Are Creative Directors actually creative?

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Recently I was reading Simon Veksner’s blog. It was a story about Matt Eastwood and discussed the idea of how one’s appearance might affect their career progression. Amongst the comments was this:

Anonymous said…

I’ve been a ‘creative’ for a very long time and your article solved what has been a continuing mystery for me.

Many people have said over the years ‘why don’t you become a creative director?’
And I’ve always replied ‘why would you?’. The thrill of being in creative is thinking of an idea. Sure the money drugs and babes are cool too, but creating ideas is what defines ‘creatives’.

The moment you become a ‘creative director’ is the moment you stop being creative.
You become an inspirer. A seller. A buffer.
In other words you become a suit. And this was obviously Matt’s goal.

I don’t mean that as a pejorative. Great suits are as valuable as great creatives, often more so.
If work doesn’t get sold it may as well not have been conceived.

But it always bugs me when those who have chosen to don the literal or metaphorical suit continue to pretend they are still part of the creative department, or creative brotherhood.
They are not.
When you stop doing ideas yourself, you stop being a creator.

Worldwide CDs like Matt are the epitome of this. He doesn’t create anything himself. He doesn’t even see any work before it goes to clients let alone influence it.

He travels the world raising the profile of the network by chairing awards, then he chairs meetings of selected ECDs where everyone agrees to be much better, then he sacks some ECDs who didn’t get much better even though their clients won’t allow it.

This is not being creative. It’s being a suit.

If the role of worldwide creative director actually involved being the most creative person in the network, wouldn’t you expect such a demi-god to actually think of stuff when there’s a world-wide pitch?

Why hire someone who used to think of things, to not think of things?
It’s silly.
I hope Matt reads this. Because I now know how he became a CD, I just don’t know why.

This got me thinking. It reminded me of a book that came out a few years ago called Creative Director: Year Zero. It’s a collection of thoughts from CDs about their role.

I think there were two main things to come out of that book.
The first was that the term ‘Creative Director’ has taken on a whole new meaning. With the advent of so many new titles, a Creative Director these days is what a ‘Creative Group Head’ used to be (i.e. they’re like a deputy, and they’re usually responsible for a particular client). They still have to answer to a CD (who is now called an ‘Executive Creative Director’, or ECD). In some instances, there’s even a ‘Chief Creative Officer’, but that usually only happens when there’s a real pissing competition going on.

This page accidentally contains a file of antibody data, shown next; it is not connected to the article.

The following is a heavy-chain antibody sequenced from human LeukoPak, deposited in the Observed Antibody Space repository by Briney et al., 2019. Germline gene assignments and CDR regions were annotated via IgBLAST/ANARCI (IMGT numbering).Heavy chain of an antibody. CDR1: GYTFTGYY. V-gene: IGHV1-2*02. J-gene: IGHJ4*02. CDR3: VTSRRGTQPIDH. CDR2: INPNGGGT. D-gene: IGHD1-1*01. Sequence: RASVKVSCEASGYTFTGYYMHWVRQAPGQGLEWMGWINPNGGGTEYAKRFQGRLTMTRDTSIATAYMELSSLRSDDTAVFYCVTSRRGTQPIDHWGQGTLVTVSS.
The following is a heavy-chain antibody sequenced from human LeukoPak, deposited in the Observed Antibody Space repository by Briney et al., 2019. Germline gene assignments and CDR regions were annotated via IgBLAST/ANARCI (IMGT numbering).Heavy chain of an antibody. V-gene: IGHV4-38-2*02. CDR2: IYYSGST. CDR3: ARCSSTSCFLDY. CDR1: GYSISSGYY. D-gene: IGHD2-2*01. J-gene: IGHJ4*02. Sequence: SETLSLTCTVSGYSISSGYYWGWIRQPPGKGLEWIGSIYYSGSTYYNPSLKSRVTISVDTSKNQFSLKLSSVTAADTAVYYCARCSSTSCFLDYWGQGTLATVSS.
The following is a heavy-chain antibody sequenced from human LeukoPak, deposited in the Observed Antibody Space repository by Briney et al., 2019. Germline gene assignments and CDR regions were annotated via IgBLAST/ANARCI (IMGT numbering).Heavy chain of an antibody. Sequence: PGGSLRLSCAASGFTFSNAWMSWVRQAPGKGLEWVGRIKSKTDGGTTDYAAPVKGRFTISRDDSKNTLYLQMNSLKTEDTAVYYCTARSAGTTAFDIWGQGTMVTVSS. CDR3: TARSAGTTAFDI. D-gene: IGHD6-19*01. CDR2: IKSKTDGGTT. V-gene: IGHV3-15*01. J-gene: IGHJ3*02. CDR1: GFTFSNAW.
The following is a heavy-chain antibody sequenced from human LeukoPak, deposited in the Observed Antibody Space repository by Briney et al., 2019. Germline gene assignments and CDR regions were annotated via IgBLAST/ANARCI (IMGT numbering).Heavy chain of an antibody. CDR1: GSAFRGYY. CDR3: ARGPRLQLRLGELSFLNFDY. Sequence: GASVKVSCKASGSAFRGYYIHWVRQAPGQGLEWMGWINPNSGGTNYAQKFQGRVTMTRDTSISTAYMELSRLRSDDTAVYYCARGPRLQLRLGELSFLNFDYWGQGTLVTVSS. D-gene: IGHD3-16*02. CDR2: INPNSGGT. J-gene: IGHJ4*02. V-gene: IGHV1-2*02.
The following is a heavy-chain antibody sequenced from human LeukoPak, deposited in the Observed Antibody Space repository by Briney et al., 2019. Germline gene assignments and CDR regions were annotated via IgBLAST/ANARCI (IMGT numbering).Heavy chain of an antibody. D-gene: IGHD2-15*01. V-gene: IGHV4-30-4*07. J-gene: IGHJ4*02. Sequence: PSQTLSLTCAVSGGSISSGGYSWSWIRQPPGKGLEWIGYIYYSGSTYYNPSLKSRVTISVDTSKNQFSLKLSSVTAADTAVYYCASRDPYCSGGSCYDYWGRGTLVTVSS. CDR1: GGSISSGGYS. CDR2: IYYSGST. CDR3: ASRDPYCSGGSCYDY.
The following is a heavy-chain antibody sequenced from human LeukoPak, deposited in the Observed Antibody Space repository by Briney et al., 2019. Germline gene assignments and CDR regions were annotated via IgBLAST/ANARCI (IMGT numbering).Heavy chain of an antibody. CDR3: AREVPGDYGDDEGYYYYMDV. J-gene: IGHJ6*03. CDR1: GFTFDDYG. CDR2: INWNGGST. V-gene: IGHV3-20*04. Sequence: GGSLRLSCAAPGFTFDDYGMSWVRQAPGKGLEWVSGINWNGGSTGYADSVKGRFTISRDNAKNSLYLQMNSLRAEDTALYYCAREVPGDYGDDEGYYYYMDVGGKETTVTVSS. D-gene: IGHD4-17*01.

What it all comes down to is this: if you’re not the one making the final creative calls on work before it leaves the agency or if you have to show someone else, you’re not really the Creative Director (actually, these days, many of the people making creative calls aren’t actually from the Creative Dept, but that’s a blog for another time).

The other point is that a Creative Director’s job is not an extension of being a Copywriter or Art Director. It’s not like the ‘Suit side of things’ where you have Account Executive, Account Manager, Account Director, Group Account Director and Managing Director, with each role being an extension of the one prior.

By moving from Copywriter or Art Director to Creative Director, you go from making or creating ideas to suddenly reviewing or presenting them.
Or in other words, you go from playing to coaching.

In a way, this is a very weird situation. Imagine pulling one of your best players from the field so he or she can yell advice from the sideline.
It gives rise to the question, ‘do you have to have been a good player to be a good coach?’

Logic says you don’t. There are plenty of great coaches who weren’t great players.
However, a General leading his troops into battle will almost always have greater respect from his soldiers if they know that he’s spent time in the trenches too.

For example, Vince Lombardi played gridiron on a college scholarship. Sir Alex Ferguson was top goal-scorer in the Scottish league for 1965-6. And Sir Graham Henry played for the highly respected New Zealand provincial side, Canterbury, before coaching the All-Blacks and being named IRB International Coach of the year 5 times.

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